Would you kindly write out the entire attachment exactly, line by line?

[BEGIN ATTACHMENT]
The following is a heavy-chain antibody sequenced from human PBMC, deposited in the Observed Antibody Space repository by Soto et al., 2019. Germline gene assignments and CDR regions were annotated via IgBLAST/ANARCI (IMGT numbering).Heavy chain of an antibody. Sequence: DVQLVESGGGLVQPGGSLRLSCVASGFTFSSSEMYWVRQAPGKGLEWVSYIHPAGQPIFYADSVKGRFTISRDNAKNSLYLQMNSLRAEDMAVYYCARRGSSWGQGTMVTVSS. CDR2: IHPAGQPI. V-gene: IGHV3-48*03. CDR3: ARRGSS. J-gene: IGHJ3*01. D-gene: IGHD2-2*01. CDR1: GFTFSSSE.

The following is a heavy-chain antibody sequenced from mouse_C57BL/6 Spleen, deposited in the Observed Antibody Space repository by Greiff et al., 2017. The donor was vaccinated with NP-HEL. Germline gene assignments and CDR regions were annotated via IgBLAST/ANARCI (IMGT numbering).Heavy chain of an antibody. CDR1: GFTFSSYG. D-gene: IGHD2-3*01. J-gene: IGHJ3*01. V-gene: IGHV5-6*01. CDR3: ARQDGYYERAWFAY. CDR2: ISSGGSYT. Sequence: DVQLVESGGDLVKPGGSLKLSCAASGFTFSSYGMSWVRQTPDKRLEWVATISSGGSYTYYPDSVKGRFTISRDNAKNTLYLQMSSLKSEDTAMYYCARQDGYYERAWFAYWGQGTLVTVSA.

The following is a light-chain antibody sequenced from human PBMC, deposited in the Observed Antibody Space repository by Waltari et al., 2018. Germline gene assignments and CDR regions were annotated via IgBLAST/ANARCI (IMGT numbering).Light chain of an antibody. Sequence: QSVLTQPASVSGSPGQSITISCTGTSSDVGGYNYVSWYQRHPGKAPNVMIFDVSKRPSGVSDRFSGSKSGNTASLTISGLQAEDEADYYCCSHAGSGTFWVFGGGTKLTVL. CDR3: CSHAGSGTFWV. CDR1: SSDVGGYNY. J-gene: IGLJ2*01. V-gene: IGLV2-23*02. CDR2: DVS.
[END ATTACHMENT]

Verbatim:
The following is a heavy-chain antibody sequenced from human PBMC, deposited in the Observed Antibody Space repository by Soto et al., 2019. Germline gene assignments and CDR regions were annotated via IgBLAST/ANARCI (IMGT numbering).Heavy chain of an antibody. Sequence: DVQLVESGGGLVQPGGSLRLSCVASGFTFSSSEMYWVRQAPGKGLEWVSYIHPAGQPIFYADSVKGRFTISRDNAKNSLYLQMNSLRAEDMAVYYCARRGSSWGQGTMVTVSS. CDR2: IHPAGQPI. V-gene: IGHV3-48*03. CDR3: ARRGSS. J-gene: IGHJ3*01. D-gene: IGHD2-2*01. CDR1: GFTFSSSE.

The following is a heavy-chain antibody sequenced from mouse_C57BL/6 Spleen, deposited in the Observed Antibody Space repository by Greiff et al., 2017. The donor was vaccinated with NP-HEL. Germline gene assignments and CDR regions were annotated via IgBLAST/ANARCI (IMGT numbering).Heavy chain of an antibody. CDR1: GFTFSSYG. D-gene: IGHD2-3*01. J-gene: IGHJ3*01. V-gene: IGHV5-6*01. CDR3: ARQDGYYERAWFAY. CDR2: ISSGGSYT. Sequence: DVQLVESGGDLVKPGGSLKLSCAASGFTFSSYGMSWVRQTPDKRLEWVATISSGGSYTYYPDSVKGRFTISRDNAKNTLYLQMSSLKSEDTAMYYCARQDGYYERAWFAYWGQGTLVTVSA.

The following is a light-chain antibody sequenced from human PBMC, deposited in the Observed Antibody Space repository by Waltari et al., 2018. Germline gene assignments and CDR regions were annotated via IgBLAST/ANARCI (IMGT numbering).Light chain of an antibody. Sequence: QSVLTQPASVSGSPGQSITISCTGTSSDVGGYNYVSWYQRHPGKAPNVMIFDVSKRPSGVSDRFSGSKSGNTASLTISGLQAEDEADYYCCSHAGSGTFWVFGGGTKLTVL. CDR3: CSHAGSGTFWV. CDR1: SSDVGGYNY. J-gene: IGLJ2*01. V-gene: IGLV2-23*02. CDR2: DVS.